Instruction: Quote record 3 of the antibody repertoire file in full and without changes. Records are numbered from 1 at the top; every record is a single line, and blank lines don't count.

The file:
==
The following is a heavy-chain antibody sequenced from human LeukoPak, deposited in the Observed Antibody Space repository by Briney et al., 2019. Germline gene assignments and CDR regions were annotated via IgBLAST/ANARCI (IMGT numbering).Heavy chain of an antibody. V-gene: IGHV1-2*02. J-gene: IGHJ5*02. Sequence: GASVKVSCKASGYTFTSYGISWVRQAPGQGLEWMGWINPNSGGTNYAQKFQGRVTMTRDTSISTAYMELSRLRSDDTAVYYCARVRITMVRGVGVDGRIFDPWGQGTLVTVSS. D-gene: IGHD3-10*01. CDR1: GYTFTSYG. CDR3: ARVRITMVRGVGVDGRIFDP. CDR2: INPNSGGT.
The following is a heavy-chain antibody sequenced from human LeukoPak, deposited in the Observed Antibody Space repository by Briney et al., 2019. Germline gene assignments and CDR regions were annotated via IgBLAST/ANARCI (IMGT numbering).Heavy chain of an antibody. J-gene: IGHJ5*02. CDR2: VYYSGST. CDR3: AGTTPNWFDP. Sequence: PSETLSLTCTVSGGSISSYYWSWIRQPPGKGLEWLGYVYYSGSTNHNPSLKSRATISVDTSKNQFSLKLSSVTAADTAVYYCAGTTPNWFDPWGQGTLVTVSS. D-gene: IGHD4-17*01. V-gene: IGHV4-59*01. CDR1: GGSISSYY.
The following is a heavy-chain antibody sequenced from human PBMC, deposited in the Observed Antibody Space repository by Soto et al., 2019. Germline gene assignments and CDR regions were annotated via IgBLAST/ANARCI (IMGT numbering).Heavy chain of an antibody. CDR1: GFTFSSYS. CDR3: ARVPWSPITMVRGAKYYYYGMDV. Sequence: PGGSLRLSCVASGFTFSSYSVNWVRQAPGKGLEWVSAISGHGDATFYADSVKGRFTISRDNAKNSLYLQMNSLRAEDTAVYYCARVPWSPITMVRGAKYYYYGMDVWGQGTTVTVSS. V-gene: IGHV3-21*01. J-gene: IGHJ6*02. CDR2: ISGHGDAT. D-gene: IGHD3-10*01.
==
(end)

The following is a heavy-chain antibody sequenced from human PBMC, deposited in the Observed Antibody Space repository by Soto et al., 2019. Germline gene assignments and CDR regions were annotated via IgBLAST/ANARCI (IMGT numbering).Heavy chain of an antibody. CDR1: GFTFSSYS. CDR3: ARVPWSPITMVRGAKYYYYGMDV. Sequence: PGGSLRLSCVASGFTFSSYSVNWVRQAPGKGLEWVSAISGHGDATFYADSVKGRFTISRDNAKNSLYLQMNSLRAEDTAVYYCARVPWSPITMVRGAKYYYYGMDVWGQGTTVTVSS. V-gene: IGHV3-21*01. J-gene: IGHJ6*02. CDR2: ISGHGDAT. D-gene: IGHD3-10*01.